Rain-battered state roads in the hardest hit areas of Underhill and Jericho are re-open to traffic, but that doesn't mean the work is done for crews.
"It's been a very challenging two-day event here so far an it continues to be challenging for us." said Dave Blackmore.
Dave Blackmore is a regional manager for Vtrans. He has about 80 men on shift, but if the rain accelerates, even that won't be enough.
"We can deal with the rain we have right now, we would not want to see two, three, four inches of rain come down like it did before, would probably paralyze some of these areas we've worked on." adds Blackmore.
He says some towns already face damage totals of more than two-million dollars, and the state's road repair bill for the area likely sits between 250 and 500-thousand dollars.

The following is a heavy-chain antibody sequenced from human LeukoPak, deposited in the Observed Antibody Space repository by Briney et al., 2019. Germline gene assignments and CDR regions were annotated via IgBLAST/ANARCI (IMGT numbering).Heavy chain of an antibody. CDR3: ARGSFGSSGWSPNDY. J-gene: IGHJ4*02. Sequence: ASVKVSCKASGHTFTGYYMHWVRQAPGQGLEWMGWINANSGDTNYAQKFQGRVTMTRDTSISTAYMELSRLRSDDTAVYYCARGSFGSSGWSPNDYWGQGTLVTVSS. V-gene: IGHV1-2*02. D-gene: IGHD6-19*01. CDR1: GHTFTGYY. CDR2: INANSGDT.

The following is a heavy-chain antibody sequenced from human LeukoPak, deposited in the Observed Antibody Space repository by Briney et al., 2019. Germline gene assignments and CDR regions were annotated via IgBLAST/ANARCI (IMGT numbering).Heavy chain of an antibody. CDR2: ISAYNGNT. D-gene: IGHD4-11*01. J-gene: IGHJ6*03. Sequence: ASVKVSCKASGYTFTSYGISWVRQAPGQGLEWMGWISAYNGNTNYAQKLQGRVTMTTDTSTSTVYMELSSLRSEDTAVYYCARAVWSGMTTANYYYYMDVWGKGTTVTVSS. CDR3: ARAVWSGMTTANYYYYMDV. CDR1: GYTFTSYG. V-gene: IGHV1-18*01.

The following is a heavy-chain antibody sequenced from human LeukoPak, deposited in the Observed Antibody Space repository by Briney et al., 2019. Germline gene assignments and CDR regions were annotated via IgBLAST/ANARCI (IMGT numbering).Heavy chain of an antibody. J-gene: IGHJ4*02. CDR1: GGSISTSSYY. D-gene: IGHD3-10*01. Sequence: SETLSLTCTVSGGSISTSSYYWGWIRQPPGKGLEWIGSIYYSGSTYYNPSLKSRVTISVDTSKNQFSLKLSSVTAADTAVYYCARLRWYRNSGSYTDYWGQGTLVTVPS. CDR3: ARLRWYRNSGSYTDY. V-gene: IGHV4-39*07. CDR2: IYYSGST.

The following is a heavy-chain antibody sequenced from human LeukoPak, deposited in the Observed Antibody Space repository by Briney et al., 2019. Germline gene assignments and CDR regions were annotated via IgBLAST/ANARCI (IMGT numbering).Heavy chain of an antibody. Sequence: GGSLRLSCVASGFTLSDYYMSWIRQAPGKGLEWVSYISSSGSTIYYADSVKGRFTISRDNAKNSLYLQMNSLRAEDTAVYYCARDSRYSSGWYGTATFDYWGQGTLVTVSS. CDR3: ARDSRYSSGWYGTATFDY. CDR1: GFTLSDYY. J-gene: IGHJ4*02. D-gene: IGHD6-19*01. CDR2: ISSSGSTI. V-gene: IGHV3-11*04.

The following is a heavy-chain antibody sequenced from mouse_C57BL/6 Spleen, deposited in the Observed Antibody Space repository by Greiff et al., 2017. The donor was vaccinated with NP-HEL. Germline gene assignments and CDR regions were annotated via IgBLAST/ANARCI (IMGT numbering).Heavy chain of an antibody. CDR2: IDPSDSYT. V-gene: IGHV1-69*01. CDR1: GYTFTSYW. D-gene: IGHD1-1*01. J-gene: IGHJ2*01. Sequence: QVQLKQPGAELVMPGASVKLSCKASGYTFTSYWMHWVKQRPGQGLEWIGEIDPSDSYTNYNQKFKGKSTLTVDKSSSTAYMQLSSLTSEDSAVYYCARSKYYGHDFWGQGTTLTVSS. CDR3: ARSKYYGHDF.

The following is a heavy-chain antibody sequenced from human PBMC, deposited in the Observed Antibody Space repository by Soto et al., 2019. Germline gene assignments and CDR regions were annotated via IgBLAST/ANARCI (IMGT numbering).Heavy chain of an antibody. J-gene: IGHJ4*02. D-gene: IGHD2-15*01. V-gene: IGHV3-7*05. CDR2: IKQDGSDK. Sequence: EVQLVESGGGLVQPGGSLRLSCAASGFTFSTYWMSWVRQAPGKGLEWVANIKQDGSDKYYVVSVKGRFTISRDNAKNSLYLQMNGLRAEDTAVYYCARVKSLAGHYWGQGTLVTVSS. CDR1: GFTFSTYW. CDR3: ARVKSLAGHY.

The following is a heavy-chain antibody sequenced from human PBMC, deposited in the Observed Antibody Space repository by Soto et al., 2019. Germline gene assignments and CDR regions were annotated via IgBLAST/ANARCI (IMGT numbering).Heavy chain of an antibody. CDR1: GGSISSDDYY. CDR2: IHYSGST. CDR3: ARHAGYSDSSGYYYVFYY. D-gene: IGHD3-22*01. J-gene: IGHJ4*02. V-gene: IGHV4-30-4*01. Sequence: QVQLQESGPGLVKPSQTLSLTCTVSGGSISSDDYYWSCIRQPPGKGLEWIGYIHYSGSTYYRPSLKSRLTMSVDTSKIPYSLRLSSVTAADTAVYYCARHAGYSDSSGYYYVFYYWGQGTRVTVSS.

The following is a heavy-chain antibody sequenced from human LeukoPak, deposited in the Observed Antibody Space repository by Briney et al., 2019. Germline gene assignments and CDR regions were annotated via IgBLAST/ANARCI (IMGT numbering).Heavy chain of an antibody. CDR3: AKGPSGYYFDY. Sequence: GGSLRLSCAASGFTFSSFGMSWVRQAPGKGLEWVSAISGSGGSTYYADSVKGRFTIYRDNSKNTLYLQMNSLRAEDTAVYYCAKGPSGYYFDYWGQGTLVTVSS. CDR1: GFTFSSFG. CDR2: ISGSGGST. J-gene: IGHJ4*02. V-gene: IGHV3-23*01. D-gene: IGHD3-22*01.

"Our first response is to get out, the work done and then we figure out where the money's coming from afterwards." said Blackmore.
The rain isn't just eroding roadways, it's also creating problems along waterways.
Green Mountain Power spokesperson Robert Dostis said Saturday, "The good news is we look at our hydro-electric dams and the water level is lower than it was at our peak yesterday"
Green Mountain Power operates more than 30 dams across the state.
But with river levels dropping, company spokespeople say they're most concerned by the potential for high-elevation snowfall reaching Vermont's valleys.
"We could see widespread outages if that were to happen." said Dostis.
GMP spokespeople urge caution - citing soft ground, and trees potentially weighted down by new leaves and snow as a dangerous mix.
Blackmore adds that care is also need where they've already cleaned up as well -- as continued rain could rinse away some of their progress.